Kane keeps hot streak alive in Blackhawks' loss to Preds

 
 
Updated 1/9/2019 10:53 PM
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  • Nashville Predators left wing Filip Forsberg (9) celebrates with teammates after scoring against the Chicago Blackhawks during the second period of an NHL hockey game Wednesday, Jan. 9, 2019, in Chicago.

    Nashville Predators left wing Filip Forsberg (9) celebrates with teammates after scoring against the Chicago Blackhawks during the second period of an NHL hockey game Wednesday, Jan. 9, 2019, in Chicago. Associated Press

  • Chicago Blackhawks left wing Brandon Saad (20) battles for the puck with Nashville Predators right wing Viktor Arvidsson (33) during the first period of an NHL hockey game Wednesday, Jan. 9, 2019, in Chicago.

    Chicago Blackhawks left wing Brandon Saad (20) battles for the puck with Nashville Predators right wing Viktor Arvidsson (33) during the first period of an NHL hockey game Wednesday, Jan. 9, 2019, in Chicago. Associated Press

When it comes to most players in the NHL, hot streaks tend to come and go.

But for the truly elite -- the Nikita Kucherovs, Alex Ovechkins, Connor McDavids and Patrick Kanes of the world -- hot streaks tend to come … and stay.

Those four forwards are tearing up the league once again, with Kucherov on pace to record the first 135-point season in more than 20 years, Ovechkin threatening to hit 60 goals, McDavid a near lock for his third straight 100-point campaign and Kane almost on pace to hit numbers from his 2015-16 MVP season.

As often has been the case during his career, Kane's doing it without the help of a star winger or centerman on his line. Opponents know who they need to stop, yet are often powerless to do so.

"I've said it all along -- even when he's scoring a ton -- it's almost not even that impressive because you just kind of expect it from him," said Jonathan Toews before Nashville defeated the Blackhawks 4-3 in overtime at the United Center on Wednesday. "Regardless of what our team's doing … he's producing no matter what and that's the most impressive part."

Kane picked up 2 more assists against the Predators, including the primary one on Artem Anisimov's tying goal with just 2:21 remaining in regulation. Filip Forsberg notched the game-winner 60 seconds into OT and also gave Nashville a 3-1 lead late in the second period.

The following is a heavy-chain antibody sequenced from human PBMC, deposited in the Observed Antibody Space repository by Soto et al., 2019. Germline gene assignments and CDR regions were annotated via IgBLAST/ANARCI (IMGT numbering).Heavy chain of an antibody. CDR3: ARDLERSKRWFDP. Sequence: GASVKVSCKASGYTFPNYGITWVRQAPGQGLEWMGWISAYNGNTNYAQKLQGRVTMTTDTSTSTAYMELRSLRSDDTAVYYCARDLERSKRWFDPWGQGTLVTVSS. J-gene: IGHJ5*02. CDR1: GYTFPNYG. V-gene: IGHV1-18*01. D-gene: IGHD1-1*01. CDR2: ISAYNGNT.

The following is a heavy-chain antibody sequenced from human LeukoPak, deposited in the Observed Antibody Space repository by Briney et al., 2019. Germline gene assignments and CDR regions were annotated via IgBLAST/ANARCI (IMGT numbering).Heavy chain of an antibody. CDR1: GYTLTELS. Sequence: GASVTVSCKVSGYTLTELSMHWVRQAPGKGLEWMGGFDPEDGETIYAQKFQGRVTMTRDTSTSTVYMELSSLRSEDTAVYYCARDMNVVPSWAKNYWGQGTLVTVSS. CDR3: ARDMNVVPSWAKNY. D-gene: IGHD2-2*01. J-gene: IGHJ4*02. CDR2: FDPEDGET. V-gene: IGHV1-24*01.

Alex DeBrincat (21) and Jonathan Toews (18) also scored for the Hawks, and Collin Delia made 33 saves. Toews, after taking a gorgeous pass from Marcus Kruger, made it 3-2 on a short-handed goal with just 20 seconds remaining in the middle frame.

The Hawks (16-22-8) are now tied with the Avs for most overtime/shootout losses this season.

As for Kane, it's not like he's been perfect. But, remember, he was getting used to a new coach and a new system, so we probably should have expected a few rough patches.

To wit: Kane managed just 2 goals and 9 assists in Jeremy Colliton's first 13 games behind the bench. But, thanks in large part to a power play that's found its groove, Kane has 11 goals and 17 assists in the last 18 games.

"Sometimes you just kind of feel it," said Kane, whose 58 points rank sixth in the league. "Sometimes plays open up and you see things a little bit clearer than maybe you would other times. I think our power play's been a lot better, which has helped for sure. Excited about that."

Kane has also settled in nicely with linemates Dylan Strome and Anisimov. The trio started their 11th straight game together against Nashville.

"We've had some chemistry and I think we can be even better too," Kane said. "It definitely helps when you're playing with the same guys. You kind of know what to expect."

Unless the Hawks make an unlikely playoff run, Kane probably won't be a serious MVP candidate. But unlike other years when one could argue Corey Crawford was the Hawks' most important player, there's no doubt who holds that title this time around.

It's Kane. By a landslide.

"We can talk about what he brings to the table for a while," Colliton said. "But I do think he's sticking with it. When he gets a point early, typically those games he really racks it up.

"But recently he's been able to produce even when it doesn't start perfectly for him. And that will only benefit him if he can produce in those games where he maybe has to wait until 1:57 (remains) to really break through.

"Puck finds him in important times of the game."

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